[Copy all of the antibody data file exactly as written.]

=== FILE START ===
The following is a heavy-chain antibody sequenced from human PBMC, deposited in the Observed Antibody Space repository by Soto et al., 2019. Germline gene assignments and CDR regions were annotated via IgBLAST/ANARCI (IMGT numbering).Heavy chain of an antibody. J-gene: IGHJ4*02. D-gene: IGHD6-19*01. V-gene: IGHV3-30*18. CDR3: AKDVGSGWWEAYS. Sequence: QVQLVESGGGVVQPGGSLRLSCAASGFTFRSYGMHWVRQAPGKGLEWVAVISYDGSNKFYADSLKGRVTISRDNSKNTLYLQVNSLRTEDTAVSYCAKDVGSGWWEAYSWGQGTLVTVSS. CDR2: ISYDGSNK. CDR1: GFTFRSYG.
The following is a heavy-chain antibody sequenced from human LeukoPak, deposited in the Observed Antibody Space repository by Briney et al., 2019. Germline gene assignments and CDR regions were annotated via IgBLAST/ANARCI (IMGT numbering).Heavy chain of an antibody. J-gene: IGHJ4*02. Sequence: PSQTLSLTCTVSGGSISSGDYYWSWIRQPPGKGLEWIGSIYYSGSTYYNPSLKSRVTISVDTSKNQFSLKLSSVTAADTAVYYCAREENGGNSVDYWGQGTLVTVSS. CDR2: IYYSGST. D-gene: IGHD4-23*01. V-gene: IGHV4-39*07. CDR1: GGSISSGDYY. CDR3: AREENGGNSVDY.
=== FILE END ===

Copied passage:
The following is a heavy-chain antibody sequenced from human PBMC, deposited in the Observed Antibody Space repository by Soto et al., 2019. Germline gene assignments and CDR regions were annotated via IgBLAST/ANARCI (IMGT numbering).Heavy chain of an antibody. J-gene: IGHJ4*02. D-gene: IGHD6-19*01. V-gene: IGHV3-30*18. CDR3: AKDVGSGWWEAYS. Sequence: QVQLVESGGGVVQPGGSLRLSCAASGFTFRSYGMHWVRQAPGKGLEWVAVISYDGSNKFYADSLKGRVTISRDNSKNTLYLQVNSLRTEDTAVSYCAKDVGSGWWEAYSWGQGTLVTVSS. CDR2: ISYDGSNK. CDR1: GFTFRSYG.
The following is a heavy-chain antibody sequenced from human LeukoPak, deposited in the Observed Antibody Space repository by Briney et al., 2019. Germline gene assignments and CDR regions were annotated via IgBLAST/ANARCI (IMGT numbering).Heavy chain of an antibody. J-gene: IGHJ4*02. Sequence: PSQTLSLTCTVSGGSISSGDYYWSWIRQPPGKGLEWIGSIYYSGSTYYNPSLKSRVTISVDTSKNQFSLKLSSVTAADTAVYYCAREENGGNSVDYWGQGTLVTVSS. CDR2: IYYSGST. D-gene: IGHD4-23*01. V-gene: IGHV4-39*07. CDR1: GGSISSGDYY. CDR3: AREENGGNSVDY.